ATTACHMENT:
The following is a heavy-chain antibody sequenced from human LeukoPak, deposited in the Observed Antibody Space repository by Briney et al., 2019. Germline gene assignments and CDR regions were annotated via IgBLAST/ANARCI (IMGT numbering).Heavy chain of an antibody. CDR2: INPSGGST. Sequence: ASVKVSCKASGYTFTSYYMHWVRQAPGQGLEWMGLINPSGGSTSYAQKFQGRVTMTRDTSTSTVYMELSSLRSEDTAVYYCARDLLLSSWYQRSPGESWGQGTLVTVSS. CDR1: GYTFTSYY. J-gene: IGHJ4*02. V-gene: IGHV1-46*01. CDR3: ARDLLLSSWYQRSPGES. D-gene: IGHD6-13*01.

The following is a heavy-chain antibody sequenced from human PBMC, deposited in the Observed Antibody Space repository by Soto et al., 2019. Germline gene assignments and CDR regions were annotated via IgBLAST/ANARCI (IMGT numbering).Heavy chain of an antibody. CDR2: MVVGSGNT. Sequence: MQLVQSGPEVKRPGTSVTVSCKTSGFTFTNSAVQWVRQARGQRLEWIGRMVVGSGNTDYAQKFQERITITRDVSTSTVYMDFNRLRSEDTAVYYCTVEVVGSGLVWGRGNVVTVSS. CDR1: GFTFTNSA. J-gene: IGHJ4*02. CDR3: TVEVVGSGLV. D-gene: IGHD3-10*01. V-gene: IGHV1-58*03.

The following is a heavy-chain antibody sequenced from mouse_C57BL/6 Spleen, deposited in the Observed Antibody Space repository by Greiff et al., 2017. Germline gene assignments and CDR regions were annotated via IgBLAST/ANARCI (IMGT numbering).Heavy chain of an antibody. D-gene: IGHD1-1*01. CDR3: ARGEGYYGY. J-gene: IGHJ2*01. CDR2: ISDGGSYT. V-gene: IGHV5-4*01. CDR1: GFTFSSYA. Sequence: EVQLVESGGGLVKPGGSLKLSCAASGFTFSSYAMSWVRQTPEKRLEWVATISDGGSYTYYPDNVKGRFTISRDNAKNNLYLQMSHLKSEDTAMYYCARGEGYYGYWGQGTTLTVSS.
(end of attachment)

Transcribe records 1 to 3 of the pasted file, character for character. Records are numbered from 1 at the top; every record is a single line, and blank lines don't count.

The following is a heavy-chain antibody sequenced from human LeukoPak, deposited in the Observed Antibody Space repository by Briney et al., 2019. Germline gene assignments and CDR regions were annotated via IgBLAST/ANARCI (IMGT numbering).Heavy chain of an antibody. CDR2: INPSGGST. Sequence: ASVKVSCKASGYTFTSYYMHWVRQAPGQGLEWMGLINPSGGSTSYAQKFQGRVTMTRDTSTSTVYMELSSLRSEDTAVYYCARDLLLSSWYQRSPGESWGQGTLVTVSS. CDR1: GYTFTSYY. J-gene: IGHJ4*02. V-gene: IGHV1-46*01. CDR3: ARDLLLSSWYQRSPGES. D-gene: IGHD6-13*01.

The following is a heavy-chain antibody sequenced from human PBMC, deposited in the Observed Antibody Space repository by Soto et al., 2019. Germline gene assignments and CDR regions were annotated via IgBLAST/ANARCI (IMGT numbering).Heavy chain of an antibody. CDR2: MVVGSGNT. Sequence: MQLVQSGPEVKRPGTSVTVSCKTSGFTFTNSAVQWVRQARGQRLEWIGRMVVGSGNTDYAQKFQERITITRDVSTSTVYMDFNRLRSEDTAVYYCTVEVVGSGLVWGRGNVVTVSS. CDR1: GFTFTNSA. J-gene: IGHJ4*02. CDR3: TVEVVGSGLV. D-gene: IGHD3-10*01. V-gene: IGHV1-58*03.

The following is a heavy-chain antibody sequenced from mouse_C57BL/6 Spleen, deposited in the Observed Antibody Space repository by Greiff et al., 2017. Germline gene assignments and CDR regions were annotated via IgBLAST/ANARCI (IMGT numbering).Heavy chain of an antibody. D-gene: IGHD1-1*01. CDR3: ARGEGYYGY. J-gene: IGHJ2*01. CDR2: ISDGGSYT. V-gene: IGHV5-4*01. CDR1: GFTFSSYA. Sequence: EVQLVESGGGLVKPGGSLKLSCAASGFTFSSYAMSWVRQTPEKRLEWVATISDGGSYTYYPDNVKGRFTISRDNAKNNLYLQMSHLKSEDTAMYYCARGEGYYGYWGQGTTLTVSS.